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Suggested Citation:"Appendix A Glossary." National Research Council. 2005. The Science of Instream Flows: A Review of the Texas Instream Flow Program. Washington, DC: The National Academies Press. doi: 10.17226/11197.
×

Appendix A
Glossary


Adaptive management

—A process through which management decisions can be changed or adjusted based on additional information.

Aggradation

—(1) Geomorphic process in which sediment is carried downstream and deposited in streambeds, floodplains, and other water bodies resulting in a rise in elevation in the bottom of the water body. (2) The occurrence when the supply of sediment is deposited and stored in the active channel.

Allocation

—See Water allocation.

Alluvial stream

—A stream with a bed and banks of unconsolidated sedimentary material subject to erosion, transportation, and deposition by the river.

Appropriation

—A specified amount of water set aside by Congress, other legislative body or state or provincial water regulatory authority to be used for a specified purpose at a specified place, if available.

Aquatic life

—All organisms living in or on the water.


Bankfull discharge

—The discharge at channel capacity or the flow at which water just fills the channel without over-topping the banks.

Base flow

—Average streamflow in the absence of significant precipitation or runoff events. Also known as “normal flow.”

Bedload

—Material moving on or near the streambed.

Bedload discharge

—The volume of bedload passing a transect in a unit of time.

Beneficial use

—A cardinal principle of the prior appropriation doctrine. It has two components: the nature or purpose of the use and the efficient or non-wasteful use of water. State constitutions, statutes, or case law may define uses of water that are beneficial. Those uses may be different in each state, and the definition of what uses are beneficial may change over time.

Bypass

—(1) A channel or conduit in or near a dam that provides a route for fish to move through or around the dam without going into the

Suggested Citation:"Appendix A Glossary." National Research Council. 2005. The Science of Instream Flows: A Review of the Texas Instream Flow Program. Washington, DC: The National Academies Press. doi: 10.17226/11197.
×

turbines. (2) That stream reach below a dam that is essentially skirted by the flow used to generate electricity.


Channel

—That cross section containing the stream that is distinct from the surrounding area due to breaks in the general slope of the land, lack of terrestrial vegetation, and changes in the composition of the substrate materials.

Channelization

—The mechanical alteration of a natural stream by dredging, straightening, lining, or other means of accelerating the flow of water.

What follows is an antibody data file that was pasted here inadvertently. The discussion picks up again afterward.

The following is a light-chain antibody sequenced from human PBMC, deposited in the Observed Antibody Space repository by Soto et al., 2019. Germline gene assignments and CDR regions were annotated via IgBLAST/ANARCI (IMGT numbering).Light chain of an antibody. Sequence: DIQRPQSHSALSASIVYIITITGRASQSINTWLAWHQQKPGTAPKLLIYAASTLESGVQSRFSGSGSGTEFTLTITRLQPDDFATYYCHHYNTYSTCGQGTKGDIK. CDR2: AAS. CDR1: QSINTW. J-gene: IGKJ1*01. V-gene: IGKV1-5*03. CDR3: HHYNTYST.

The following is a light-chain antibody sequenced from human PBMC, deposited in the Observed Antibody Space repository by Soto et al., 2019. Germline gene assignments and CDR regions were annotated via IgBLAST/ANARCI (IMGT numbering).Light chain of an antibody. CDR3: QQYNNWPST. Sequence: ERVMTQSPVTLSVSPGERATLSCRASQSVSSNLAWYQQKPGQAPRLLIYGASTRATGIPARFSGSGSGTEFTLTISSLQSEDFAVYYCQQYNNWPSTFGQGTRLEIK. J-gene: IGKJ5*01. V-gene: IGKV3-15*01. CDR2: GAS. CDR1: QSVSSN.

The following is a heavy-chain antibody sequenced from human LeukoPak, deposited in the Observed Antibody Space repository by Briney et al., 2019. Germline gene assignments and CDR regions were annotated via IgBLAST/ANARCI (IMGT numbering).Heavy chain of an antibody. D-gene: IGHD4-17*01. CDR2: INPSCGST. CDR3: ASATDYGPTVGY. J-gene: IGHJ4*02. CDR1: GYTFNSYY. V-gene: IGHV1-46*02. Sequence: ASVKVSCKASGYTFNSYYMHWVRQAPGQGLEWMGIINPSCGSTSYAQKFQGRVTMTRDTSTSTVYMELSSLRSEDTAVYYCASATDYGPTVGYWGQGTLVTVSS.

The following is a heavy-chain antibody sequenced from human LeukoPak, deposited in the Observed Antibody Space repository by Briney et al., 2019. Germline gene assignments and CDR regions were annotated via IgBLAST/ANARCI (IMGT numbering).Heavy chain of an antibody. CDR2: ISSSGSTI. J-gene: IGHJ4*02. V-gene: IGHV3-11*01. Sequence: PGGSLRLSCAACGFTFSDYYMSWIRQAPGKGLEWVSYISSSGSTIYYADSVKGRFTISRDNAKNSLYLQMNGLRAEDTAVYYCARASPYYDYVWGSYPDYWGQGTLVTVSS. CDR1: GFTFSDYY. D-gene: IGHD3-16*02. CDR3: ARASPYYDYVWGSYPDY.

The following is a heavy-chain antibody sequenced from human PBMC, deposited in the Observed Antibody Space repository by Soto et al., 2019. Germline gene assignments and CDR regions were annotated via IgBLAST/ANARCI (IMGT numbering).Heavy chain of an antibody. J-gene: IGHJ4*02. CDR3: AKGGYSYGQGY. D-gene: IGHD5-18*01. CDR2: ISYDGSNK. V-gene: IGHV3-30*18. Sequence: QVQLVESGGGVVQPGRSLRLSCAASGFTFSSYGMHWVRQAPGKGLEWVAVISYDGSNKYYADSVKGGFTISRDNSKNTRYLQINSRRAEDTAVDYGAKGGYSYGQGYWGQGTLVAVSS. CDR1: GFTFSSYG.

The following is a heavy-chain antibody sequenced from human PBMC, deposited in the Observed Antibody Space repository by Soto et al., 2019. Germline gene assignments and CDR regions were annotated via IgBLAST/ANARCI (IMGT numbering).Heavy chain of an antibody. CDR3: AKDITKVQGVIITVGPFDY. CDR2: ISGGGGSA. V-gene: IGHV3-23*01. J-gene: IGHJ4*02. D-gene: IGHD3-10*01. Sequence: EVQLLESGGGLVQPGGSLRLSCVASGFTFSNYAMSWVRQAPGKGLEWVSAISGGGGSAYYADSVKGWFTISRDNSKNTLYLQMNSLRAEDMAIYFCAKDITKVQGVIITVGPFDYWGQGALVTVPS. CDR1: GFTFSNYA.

Connectivity

—Maintenance of lateral, longitudinal, and vertical pathways for biological, hydrological, and physical processes.


Discharge

—The rate of streamflow or the volume of water flowing at a location within a specified time interval. Usually expressed as cubic meters per second (cms) or cubic feet per second (cfs).

Diversion

—A withdrawal from a body of water by human-made contrivance.

Drainage area

—The total land area draining to any point in a stream. Also called catchment area, watershed, and basin.


Flood

—Any flow that exceeds the bankfull capacity of a stream or channel and flows out on the floodplain.

Floodplain

—(1) Land beyond a stream channel that forms the perimeter for the maximum probability flood. (2) A relatively flat strip of land bordering a stream that is formed by sediment deposition.

Flow

—(1) The movement of a stream of water or other mobile substance from place to place. (2) Discharge.

Flow regime

—The distribution of annual surface runoff from a watershed over time such as hours, days, or months (See also Hydrologic regime).

Fluvial

—Pertaining to streams or produced by river action.


Gradient

—The rate of change of any characteristic, expressed per unit of length. (See Slope.) May also apply to longitudinal succession of biological communities.

Groundwater

—In general, all subsurface water that is distinct from surface water; specifically, that part which is in the saturated zone of a defined aquifer. Sometimes called underflow.

Suggested Citation:"Appendix A Glossary." National Research Council. 2005. The Science of Instream Flows: A Review of the Texas Instream Flow Program. Washington, DC: The National Academies Press. doi: 10.17226/11197.
×

Habitat guild

—Groups of species that share common characteristics of microhabitat use and selection at various stages in their life histories.

High flow pulse

—A short-duration, high flow within the stream channel that occurs during or immediately following storm events and serves to flush fine sediment deposits and waste products, restore normal water quality following prolonged low flows, and provide longitudinal connectivity for species movement along the river

Hydraulic control

—A horizontal or vertical constriction in the channel, such as the crest of a riffle, which creates a backwater effect.

Hydrograph

—A graph showing the variation in discharge over time.

Hydrologic regime

—The distribution over time of water in a watershed, among precipitation, evaporation, soil moisture, groundwater storage, surface storage, and runoff.

Hyporheic zone

—The interface between the stream bed and shallow ground water.